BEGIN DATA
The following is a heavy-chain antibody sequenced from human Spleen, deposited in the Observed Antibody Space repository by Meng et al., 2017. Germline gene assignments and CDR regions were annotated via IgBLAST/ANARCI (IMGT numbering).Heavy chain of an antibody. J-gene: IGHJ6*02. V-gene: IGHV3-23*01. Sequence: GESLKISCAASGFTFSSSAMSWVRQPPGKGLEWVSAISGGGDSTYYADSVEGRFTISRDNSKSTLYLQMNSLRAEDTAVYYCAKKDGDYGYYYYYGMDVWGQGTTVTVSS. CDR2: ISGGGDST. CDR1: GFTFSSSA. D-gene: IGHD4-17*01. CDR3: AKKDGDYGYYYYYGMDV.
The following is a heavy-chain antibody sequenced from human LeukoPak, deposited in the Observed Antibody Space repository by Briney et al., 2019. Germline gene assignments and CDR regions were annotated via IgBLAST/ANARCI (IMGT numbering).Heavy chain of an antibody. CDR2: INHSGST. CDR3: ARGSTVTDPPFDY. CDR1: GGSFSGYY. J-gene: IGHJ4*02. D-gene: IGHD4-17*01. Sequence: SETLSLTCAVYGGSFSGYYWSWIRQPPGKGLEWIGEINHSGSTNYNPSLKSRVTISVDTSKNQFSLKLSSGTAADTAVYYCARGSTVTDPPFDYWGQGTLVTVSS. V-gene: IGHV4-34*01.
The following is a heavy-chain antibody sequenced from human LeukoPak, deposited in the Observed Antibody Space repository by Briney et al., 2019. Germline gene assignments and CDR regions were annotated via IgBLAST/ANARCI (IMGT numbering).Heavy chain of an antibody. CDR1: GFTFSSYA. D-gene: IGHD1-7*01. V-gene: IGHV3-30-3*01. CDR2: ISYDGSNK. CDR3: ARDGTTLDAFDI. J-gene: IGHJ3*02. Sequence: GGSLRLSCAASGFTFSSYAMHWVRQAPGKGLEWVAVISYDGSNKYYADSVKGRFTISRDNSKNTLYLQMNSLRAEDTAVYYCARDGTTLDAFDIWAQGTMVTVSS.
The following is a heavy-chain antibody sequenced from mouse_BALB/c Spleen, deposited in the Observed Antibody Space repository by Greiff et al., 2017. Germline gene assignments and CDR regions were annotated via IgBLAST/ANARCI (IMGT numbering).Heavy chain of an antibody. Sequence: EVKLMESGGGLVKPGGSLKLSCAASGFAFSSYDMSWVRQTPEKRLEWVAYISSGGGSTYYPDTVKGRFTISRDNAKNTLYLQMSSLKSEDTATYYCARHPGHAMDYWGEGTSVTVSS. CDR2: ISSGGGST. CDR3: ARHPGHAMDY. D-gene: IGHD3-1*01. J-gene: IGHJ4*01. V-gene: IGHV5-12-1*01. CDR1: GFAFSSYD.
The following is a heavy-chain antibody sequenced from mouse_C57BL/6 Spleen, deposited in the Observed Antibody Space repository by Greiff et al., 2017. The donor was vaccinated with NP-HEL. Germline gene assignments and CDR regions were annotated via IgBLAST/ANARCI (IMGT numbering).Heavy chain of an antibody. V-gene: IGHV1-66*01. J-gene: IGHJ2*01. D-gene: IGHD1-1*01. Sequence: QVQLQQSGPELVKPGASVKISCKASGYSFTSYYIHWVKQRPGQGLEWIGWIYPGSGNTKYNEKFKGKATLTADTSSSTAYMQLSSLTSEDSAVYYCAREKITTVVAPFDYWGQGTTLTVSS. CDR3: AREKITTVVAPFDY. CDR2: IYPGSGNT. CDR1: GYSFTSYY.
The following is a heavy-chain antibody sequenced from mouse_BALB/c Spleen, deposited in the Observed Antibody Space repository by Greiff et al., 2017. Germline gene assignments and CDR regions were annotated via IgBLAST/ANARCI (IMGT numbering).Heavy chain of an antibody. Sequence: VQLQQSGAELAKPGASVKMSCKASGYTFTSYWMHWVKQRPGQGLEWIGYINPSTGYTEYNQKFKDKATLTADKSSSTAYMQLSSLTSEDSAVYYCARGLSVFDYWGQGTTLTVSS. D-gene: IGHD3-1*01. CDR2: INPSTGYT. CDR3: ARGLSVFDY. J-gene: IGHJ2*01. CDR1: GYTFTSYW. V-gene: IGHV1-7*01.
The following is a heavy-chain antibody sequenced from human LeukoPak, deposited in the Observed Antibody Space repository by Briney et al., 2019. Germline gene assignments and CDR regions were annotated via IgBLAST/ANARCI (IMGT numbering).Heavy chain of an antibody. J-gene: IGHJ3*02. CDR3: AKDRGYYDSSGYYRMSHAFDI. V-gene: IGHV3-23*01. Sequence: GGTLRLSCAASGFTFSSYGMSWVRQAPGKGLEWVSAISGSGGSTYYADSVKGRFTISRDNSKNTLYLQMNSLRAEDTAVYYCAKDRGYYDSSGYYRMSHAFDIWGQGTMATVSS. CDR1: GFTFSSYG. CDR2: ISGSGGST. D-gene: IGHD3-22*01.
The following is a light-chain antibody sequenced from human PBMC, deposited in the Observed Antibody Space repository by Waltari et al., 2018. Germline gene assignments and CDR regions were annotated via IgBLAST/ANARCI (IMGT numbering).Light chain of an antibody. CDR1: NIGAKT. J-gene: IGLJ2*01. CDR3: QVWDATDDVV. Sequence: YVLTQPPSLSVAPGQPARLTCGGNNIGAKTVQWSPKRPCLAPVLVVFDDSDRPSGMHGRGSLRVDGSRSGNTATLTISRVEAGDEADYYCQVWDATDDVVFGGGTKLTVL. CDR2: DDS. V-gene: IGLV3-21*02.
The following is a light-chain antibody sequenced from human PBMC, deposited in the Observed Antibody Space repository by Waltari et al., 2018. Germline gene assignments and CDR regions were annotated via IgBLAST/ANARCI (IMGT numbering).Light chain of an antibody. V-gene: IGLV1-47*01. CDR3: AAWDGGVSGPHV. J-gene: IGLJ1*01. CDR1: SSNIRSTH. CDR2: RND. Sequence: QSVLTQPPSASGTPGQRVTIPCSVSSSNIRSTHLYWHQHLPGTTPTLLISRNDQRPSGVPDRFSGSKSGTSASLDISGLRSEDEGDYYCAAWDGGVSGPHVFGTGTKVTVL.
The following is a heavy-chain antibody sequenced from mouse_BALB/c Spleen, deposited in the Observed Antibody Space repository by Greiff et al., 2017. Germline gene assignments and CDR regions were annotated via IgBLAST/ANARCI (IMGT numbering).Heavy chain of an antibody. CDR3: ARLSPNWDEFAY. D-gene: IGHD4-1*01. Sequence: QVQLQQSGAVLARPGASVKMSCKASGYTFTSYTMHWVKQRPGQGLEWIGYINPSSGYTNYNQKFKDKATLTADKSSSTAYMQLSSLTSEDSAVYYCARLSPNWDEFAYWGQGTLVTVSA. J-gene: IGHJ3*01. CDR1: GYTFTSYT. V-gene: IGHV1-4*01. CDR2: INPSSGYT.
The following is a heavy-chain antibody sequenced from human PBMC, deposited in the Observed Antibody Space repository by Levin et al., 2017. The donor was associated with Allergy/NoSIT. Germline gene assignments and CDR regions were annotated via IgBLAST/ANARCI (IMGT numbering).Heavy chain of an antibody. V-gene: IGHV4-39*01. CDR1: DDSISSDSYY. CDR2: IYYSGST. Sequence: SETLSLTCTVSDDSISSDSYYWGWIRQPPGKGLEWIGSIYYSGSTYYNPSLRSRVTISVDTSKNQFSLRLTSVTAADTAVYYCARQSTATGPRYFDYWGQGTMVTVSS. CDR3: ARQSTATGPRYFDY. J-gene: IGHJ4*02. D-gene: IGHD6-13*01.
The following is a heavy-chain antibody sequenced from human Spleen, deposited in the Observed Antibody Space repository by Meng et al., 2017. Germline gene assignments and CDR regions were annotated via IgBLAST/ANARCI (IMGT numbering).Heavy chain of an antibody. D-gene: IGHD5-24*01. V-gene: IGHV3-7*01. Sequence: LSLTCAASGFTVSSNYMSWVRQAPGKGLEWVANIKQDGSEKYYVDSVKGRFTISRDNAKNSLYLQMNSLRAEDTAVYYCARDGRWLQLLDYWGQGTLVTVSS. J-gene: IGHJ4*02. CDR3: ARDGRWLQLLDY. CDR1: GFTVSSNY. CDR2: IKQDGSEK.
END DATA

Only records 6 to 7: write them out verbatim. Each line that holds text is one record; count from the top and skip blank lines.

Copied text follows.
The following is a heavy-chain antibody sequenced from mouse_BALB/c Spleen, deposited in the Observed Antibody Space repository by Greiff et al., 2017. Germline gene assignments and CDR regions were annotated via IgBLAST/ANARCI (IMGT numbering).Heavy chain of an antibody. Sequence: VQLQQSGAELAKPGASVKMSCKASGYTFTSYWMHWVKQRPGQGLEWIGYINPSTGYTEYNQKFKDKATLTADKSSSTAYMQLSSLTSEDSAVYYCARGLSVFDYWGQGTTLTVSS. D-gene: IGHD3-1*01. CDR2: INPSTGYT. CDR3: ARGLSVFDY. J-gene: IGHJ2*01. CDR1: GYTFTSYW. V-gene: IGHV1-7*01.
The following is a heavy-chain antibody sequenced from human LeukoPak, deposited in the Observed Antibody Space repository by Briney et al., 2019. Germline gene assignments and CDR regions were annotated via IgBLAST/ANARCI (IMGT numbering).Heavy chain of an antibody. J-gene: IGHJ3*02. CDR3: AKDRGYYDSSGYYRMSHAFDI. V-gene: IGHV3-23*01. Sequence: GGTLRLSCAASGFTFSSYGMSWVRQAPGKGLEWVSAISGSGGSTYYADSVKGRFTISRDNSKNTLYLQMNSLRAEDTAVYYCAKDRGYYDSSGYYRMSHAFDIWGQGTMATVSS. CDR1: GFTFSSYG. CDR2: ISGSGGST. D-gene: IGHD3-22*01.